20 June 2012
Last updated at 06:35 ET
New Democracy leader Antonis Samaras would serve as prime minister in the new government
The head of the small Greek Democratic Left party says he expects a deal later on Wednesday on a new coalition government, which he will support.
“We decided to give a vote of confidence to the government that will be formed,” Fotis Kouvelis said.
He was speaking after talks with the conservative election winner Antonis Samaras, Reuters news agency reports.
New Democracy, led by Mr Samaras, is expected to lead the coalition, which may also include the centre-left Pasok.
Mr Samaras’s three-day mandate to form a government expires on Wednesday.
It is unclear whether Pasok, which came third in the vote, will join the government, or merely support it.
“We will have a government today,” said a Pasok spokesman, quoted by the Associated Press.
Between them, the three parties would have a majority of 29 seats in parliament.
They all favour keeping Greece in the euro while wanting to renegotiate the terms of its EU-IMF bailouts, although they differ on the extent.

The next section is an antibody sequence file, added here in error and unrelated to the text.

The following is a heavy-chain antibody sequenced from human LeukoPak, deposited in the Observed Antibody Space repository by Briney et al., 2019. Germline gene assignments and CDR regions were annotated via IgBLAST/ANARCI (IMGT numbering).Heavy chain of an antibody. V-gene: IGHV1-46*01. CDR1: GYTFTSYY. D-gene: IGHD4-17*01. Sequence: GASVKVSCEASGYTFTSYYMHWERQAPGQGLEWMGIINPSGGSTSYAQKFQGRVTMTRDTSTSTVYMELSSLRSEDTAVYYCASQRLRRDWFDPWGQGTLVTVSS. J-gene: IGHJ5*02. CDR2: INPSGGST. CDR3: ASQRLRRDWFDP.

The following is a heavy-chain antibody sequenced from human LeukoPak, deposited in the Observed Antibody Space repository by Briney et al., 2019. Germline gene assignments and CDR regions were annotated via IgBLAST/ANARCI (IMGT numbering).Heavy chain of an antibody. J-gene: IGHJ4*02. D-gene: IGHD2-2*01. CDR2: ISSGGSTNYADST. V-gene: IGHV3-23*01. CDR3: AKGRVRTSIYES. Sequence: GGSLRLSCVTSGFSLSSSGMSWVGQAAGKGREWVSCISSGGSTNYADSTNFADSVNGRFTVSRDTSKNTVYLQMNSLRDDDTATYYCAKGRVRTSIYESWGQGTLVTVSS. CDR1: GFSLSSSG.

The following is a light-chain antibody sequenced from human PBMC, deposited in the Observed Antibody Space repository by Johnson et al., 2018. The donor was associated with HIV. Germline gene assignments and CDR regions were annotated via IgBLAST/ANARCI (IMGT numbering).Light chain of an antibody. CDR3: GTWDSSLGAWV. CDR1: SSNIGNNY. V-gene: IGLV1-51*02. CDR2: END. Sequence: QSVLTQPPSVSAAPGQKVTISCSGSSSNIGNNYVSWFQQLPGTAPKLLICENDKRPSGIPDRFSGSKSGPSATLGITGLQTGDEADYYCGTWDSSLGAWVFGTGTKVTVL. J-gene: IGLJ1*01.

However, European leaders have indicated that there is limited room for manoeuvre and are expecting details on how the new government intends to make another 11.7bn euros (£9.4bn; $14.8bn) of cuts by 2014.
Syriza stays out
New Democracy won 129 seats in Greece’s 300-seat parliament on Sunday, followed by the radical anti-bailout party, Syriza, with 71, Pasok with 33 and the Democratic Left with 17.
The Pasok leader, Evangelos Venizelos, has said his party will support a government led by Mr Samaras, but Pasok has not yet decided what form its participation will take.
Failure to form a government by the deadline on Wednesday would give Syriza a chance, followed by Pasok.
But Syriza leader Alexis Tsipras has said he will not even attempt to do so. He has also refused to join a government led by New Democracy.
Two international bailouts have been awarded to Greece, an initial package worth 110bn euros (£89bn; $138bn) in 2010, then a follow-up this year worth 130bn euros, but they come with tough austerity conditions attached.
Greece has also had 107bn euros (£86bn; $135bn) of debt, held by private investors, written off.